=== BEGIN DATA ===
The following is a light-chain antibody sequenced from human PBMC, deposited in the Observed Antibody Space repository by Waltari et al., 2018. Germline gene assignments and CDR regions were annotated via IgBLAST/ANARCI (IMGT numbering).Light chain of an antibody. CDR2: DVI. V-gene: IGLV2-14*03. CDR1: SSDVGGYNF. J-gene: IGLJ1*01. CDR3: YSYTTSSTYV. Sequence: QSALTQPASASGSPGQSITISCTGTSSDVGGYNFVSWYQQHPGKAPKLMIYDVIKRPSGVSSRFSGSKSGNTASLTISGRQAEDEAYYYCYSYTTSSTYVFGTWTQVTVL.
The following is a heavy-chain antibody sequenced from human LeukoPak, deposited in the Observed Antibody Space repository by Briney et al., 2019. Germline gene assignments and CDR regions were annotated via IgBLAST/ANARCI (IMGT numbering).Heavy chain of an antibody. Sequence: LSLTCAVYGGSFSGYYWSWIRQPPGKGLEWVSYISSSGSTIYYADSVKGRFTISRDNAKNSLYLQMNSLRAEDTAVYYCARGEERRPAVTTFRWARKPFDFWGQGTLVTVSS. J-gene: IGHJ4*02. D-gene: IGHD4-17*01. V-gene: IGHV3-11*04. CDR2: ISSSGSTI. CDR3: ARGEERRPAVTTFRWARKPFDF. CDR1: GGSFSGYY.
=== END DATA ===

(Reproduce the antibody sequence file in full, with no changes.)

The following is a light-chain antibody sequenced from human PBMC, deposited in the Observed Antibody Space repository by Waltari et al., 2018. Germline gene assignments and CDR regions were annotated via IgBLAST/ANARCI (IMGT numbering).Light chain of an antibody. CDR2: DVI. V-gene: IGLV2-14*03. CDR1: SSDVGGYNF. J-gene: IGLJ1*01. CDR3: YSYTTSSTYV. Sequence: QSALTQPASASGSPGQSITISCTGTSSDVGGYNFVSWYQQHPGKAPKLMIYDVIKRPSGVSSRFSGSKSGNTASLTISGRQAEDEAYYYCYSYTTSSTYVFGTWTQVTVL.
The following is a heavy-chain antibody sequenced from human LeukoPak, deposited in the Observed Antibody Space repository by Briney et al., 2019. Germline gene assignments and CDR regions were annotated via IgBLAST/ANARCI (IMGT numbering).Heavy chain of an antibody. Sequence: LSLTCAVYGGSFSGYYWSWIRQPPGKGLEWVSYISSSGSTIYYADSVKGRFTISRDNAKNSLYLQMNSLRAEDTAVYYCARGEERRPAVTTFRWARKPFDFWGQGTLVTVSS. J-gene: IGHJ4*02. D-gene: IGHD4-17*01. V-gene: IGHV3-11*04. CDR2: ISSSGSTI. CDR3: ARGEERRPAVTTFRWARKPFDF. CDR1: GGSFSGYY.